When the audience finally made its way out, I hang around and chatted with a couple of fellow film-minded friends who happened to also be there (including my old pal Scooter, who filmed the Q&A for posterity) and Mr. Russell was kind enough to autograph my copy of PHALLIC FRENZY, an excellent chronicle of the man's chequered career.

The simple fact of the matter is that Ken Russell is most likely not long for this world, and meeting him and getting to tell him to his face how much his films mean to me before he leaves us is one of the top moments of my life. Along with John Waters, Ken Russell is my favorite "filth elder" (as John Waters describes himself) and there will never be another like him.


John Bligh said...

I have to assume TOMMY made a small profit of some kind as that's the only explanation as to how LISZTOMANIA got financed since it obviously had a decent budget.

What brave studio honcho thought it had mainstream appeal? I applaud the man. :)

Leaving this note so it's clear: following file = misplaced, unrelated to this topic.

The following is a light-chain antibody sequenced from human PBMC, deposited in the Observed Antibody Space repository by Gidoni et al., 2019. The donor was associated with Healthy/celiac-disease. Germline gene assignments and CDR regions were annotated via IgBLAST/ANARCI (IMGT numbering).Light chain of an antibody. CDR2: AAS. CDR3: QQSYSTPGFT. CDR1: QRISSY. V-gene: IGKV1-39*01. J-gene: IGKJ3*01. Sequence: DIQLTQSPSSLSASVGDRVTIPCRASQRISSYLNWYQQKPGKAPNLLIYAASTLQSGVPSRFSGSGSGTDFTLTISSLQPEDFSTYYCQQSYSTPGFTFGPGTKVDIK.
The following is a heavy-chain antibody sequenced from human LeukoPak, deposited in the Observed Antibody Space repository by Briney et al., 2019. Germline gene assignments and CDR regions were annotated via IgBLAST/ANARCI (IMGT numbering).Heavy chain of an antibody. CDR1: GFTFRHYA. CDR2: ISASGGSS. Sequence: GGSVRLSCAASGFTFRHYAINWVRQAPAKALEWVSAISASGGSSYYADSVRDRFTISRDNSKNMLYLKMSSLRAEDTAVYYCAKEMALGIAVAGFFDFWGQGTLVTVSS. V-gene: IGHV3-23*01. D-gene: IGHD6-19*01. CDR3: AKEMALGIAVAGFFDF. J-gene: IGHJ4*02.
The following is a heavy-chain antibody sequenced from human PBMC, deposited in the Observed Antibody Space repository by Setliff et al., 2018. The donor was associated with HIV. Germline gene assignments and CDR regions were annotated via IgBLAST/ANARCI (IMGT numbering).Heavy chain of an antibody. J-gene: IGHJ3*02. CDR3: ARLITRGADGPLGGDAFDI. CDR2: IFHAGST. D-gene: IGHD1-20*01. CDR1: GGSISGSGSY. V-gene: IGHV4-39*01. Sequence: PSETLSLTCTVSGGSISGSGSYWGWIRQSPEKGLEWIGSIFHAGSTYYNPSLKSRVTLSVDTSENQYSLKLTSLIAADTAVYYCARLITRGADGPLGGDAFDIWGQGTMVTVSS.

Bunche (pop culture ronin) said...

I always wondered if Russell used part of the budget for TOMMY on LISZTOMANIA. The two were shot back-to-back and released the same year.

L. Rob Hubb said...

Bunche, you lucky bastard...

You might want to check out Russell's DANCE OF THE SEVEN VEILS, up on YouTube... it's an early runthrough on what he did with LIZSTOMANIA, only with composer Richard Strauss.

Pissed off the Strauss estate so much, they got a legal injunction prohibiting the screening of the film until close to 2020.

Anonymous said...

It's awesome that you got to meet him. I never did... And now sadly never will.